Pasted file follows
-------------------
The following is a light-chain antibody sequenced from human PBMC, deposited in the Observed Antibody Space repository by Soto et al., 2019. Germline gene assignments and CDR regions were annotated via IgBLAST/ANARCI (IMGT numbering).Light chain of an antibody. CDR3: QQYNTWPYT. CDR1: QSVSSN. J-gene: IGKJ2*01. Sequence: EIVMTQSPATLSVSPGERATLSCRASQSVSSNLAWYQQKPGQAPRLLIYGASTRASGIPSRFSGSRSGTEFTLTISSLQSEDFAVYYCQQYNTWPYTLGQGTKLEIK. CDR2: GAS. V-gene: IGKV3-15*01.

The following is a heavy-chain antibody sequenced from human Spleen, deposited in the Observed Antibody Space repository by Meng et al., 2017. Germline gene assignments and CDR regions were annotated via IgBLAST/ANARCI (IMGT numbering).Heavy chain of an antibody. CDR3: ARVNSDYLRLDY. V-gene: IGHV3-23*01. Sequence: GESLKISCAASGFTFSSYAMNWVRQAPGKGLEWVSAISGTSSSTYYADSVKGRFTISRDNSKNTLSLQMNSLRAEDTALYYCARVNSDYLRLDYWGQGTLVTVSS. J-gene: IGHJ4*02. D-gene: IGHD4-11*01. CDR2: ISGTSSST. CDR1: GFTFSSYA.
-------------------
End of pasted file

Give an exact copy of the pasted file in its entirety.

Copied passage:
The following is a light-chain antibody sequenced from human PBMC, deposited in the Observed Antibody Space repository by Soto et al., 2019. Germline gene assignments and CDR regions were annotated via IgBLAST/ANARCI (IMGT numbering).Light chain of an antibody. CDR3: QQYNTWPYT. CDR1: QSVSSN. J-gene: IGKJ2*01. Sequence: EIVMTQSPATLSVSPGERATLSCRASQSVSSNLAWYQQKPGQAPRLLIYGASTRASGIPSRFSGSRSGTEFTLTISSLQSEDFAVYYCQQYNTWPYTLGQGTKLEIK. CDR2: GAS. V-gene: IGKV3-15*01.

The following is a heavy-chain antibody sequenced from human Spleen, deposited in the Observed Antibody Space repository by Meng et al., 2017. Germline gene assignments and CDR regions were annotated via IgBLAST/ANARCI (IMGT numbering).Heavy chain of an antibody. CDR3: ARVNSDYLRLDY. V-gene: IGHV3-23*01. Sequence: GESLKISCAASGFTFSSYAMNWVRQAPGKGLEWVSAISGTSSSTYYADSVKGRFTISRDNSKNTLSLQMNSLRAEDTALYYCARVNSDYLRLDYWGQGTLVTVSS. J-gene: IGHJ4*02. D-gene: IGHD4-11*01. CDR2: ISGTSSST. CDR1: GFTFSSYA.